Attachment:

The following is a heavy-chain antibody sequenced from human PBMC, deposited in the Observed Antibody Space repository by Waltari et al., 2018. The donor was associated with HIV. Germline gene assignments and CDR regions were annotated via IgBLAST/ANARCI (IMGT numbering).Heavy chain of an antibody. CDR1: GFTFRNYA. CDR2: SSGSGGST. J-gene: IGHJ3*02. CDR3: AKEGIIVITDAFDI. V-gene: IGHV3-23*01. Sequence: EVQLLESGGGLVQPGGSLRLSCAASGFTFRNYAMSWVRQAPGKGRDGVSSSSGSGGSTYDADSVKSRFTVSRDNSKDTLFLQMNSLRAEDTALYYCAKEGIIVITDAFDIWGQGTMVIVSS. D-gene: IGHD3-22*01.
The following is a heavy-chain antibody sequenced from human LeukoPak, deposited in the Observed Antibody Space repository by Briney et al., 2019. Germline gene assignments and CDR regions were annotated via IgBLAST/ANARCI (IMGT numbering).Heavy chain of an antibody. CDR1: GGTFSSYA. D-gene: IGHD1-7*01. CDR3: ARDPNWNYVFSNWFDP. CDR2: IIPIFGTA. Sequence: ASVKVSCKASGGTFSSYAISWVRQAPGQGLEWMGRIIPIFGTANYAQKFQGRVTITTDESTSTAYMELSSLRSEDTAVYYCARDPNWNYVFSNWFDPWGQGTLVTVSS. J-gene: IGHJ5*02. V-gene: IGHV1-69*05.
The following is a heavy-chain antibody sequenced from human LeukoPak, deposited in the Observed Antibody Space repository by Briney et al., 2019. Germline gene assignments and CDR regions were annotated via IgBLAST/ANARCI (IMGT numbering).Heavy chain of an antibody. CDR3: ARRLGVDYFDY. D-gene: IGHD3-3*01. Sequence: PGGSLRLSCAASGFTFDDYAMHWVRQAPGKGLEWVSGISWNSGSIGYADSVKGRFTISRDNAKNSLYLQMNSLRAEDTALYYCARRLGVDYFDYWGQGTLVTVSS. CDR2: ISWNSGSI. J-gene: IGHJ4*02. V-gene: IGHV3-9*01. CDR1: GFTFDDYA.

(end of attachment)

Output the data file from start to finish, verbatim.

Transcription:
The following is a heavy-chain antibody sequenced from human PBMC, deposited in the Observed Antibody Space repository by Waltari et al., 2018. The donor was associated with HIV. Germline gene assignments and CDR regions were annotated via IgBLAST/ANARCI (IMGT numbering).Heavy chain of an antibody. CDR1: GFTFRNYA. CDR2: SSGSGGST. J-gene: IGHJ3*02. CDR3: AKEGIIVITDAFDI. V-gene: IGHV3-23*01. Sequence: EVQLLESGGGLVQPGGSLRLSCAASGFTFRNYAMSWVRQAPGKGRDGVSSSSGSGGSTYDADSVKSRFTVSRDNSKDTLFLQMNSLRAEDTALYYCAKEGIIVITDAFDIWGQGTMVIVSS. D-gene: IGHD3-22*01.
The following is a heavy-chain antibody sequenced from human LeukoPak, deposited in the Observed Antibody Space repository by Briney et al., 2019. Germline gene assignments and CDR regions were annotated via IgBLAST/ANARCI (IMGT numbering).Heavy chain of an antibody. CDR1: GGTFSSYA. D-gene: IGHD1-7*01. CDR3: ARDPNWNYVFSNWFDP. CDR2: IIPIFGTA. Sequence: ASVKVSCKASGGTFSSYAISWVRQAPGQGLEWMGRIIPIFGTANYAQKFQGRVTITTDESTSTAYMELSSLRSEDTAVYYCARDPNWNYVFSNWFDPWGQGTLVTVSS. J-gene: IGHJ5*02. V-gene: IGHV1-69*05.
The following is a heavy-chain antibody sequenced from human LeukoPak, deposited in the Observed Antibody Space repository by Briney et al., 2019. Germline gene assignments and CDR regions were annotated via IgBLAST/ANARCI (IMGT numbering).Heavy chain of an antibody. CDR3: ARRLGVDYFDY. D-gene: IGHD3-3*01. Sequence: PGGSLRLSCAASGFTFDDYAMHWVRQAPGKGLEWVSGISWNSGSIGYADSVKGRFTISRDNAKNSLYLQMNSLRAEDTALYYCARRLGVDYFDYWGQGTLVTVSS. CDR2: ISWNSGSI. J-gene: IGHJ4*02. V-gene: IGHV3-9*01. CDR1: GFTFDDYA.